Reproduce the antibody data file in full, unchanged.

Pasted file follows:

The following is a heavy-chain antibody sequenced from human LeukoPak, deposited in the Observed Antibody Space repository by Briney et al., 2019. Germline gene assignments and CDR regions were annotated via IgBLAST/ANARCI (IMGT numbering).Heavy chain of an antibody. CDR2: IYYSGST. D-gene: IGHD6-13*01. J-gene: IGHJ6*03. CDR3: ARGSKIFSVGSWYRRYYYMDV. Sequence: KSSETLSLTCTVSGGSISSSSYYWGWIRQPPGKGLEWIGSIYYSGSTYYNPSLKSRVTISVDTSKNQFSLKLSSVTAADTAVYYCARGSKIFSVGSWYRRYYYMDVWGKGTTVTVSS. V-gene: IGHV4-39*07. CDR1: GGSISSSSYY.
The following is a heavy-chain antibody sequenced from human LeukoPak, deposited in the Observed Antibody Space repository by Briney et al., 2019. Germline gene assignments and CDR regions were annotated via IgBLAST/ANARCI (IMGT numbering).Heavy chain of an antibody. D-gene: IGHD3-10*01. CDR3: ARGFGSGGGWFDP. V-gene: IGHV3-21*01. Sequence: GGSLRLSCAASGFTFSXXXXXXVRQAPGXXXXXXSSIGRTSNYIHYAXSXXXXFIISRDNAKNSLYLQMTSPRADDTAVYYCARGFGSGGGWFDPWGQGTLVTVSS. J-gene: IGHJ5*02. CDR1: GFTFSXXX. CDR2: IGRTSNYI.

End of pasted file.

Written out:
The following is a heavy-chain antibody sequenced from human LeukoPak, deposited in the Observed Antibody Space repository by Briney et al., 2019. Germline gene assignments and CDR regions were annotated via IgBLAST/ANARCI (IMGT numbering).Heavy chain of an antibody. CDR2: IYYSGST. D-gene: IGHD6-13*01. J-gene: IGHJ6*03. CDR3: ARGSKIFSVGSWYRRYYYMDV. Sequence: KSSETLSLTCTVSGGSISSSSYYWGWIRQPPGKGLEWIGSIYYSGSTYYNPSLKSRVTISVDTSKNQFSLKLSSVTAADTAVYYCARGSKIFSVGSWYRRYYYMDVWGKGTTVTVSS. V-gene: IGHV4-39*07. CDR1: GGSISSSSYY.
The following is a heavy-chain antibody sequenced from human LeukoPak, deposited in the Observed Antibody Space repository by Briney et al., 2019. Germline gene assignments and CDR regions were annotated via IgBLAST/ANARCI (IMGT numbering).Heavy chain of an antibody. D-gene: IGHD3-10*01. CDR3: ARGFGSGGGWFDP. V-gene: IGHV3-21*01. Sequence: GGSLRLSCAASGFTFSXXXXXXVRQAPGXXXXXXSSIGRTSNYIHYAXSXXXXFIISRDNAKNSLYLQMTSPRADDTAVYYCARGFGSGGGWFDPWGQGTLVTVSS. J-gene: IGHJ5*02. CDR1: GFTFSXXX. CDR2: IGRTSNYI.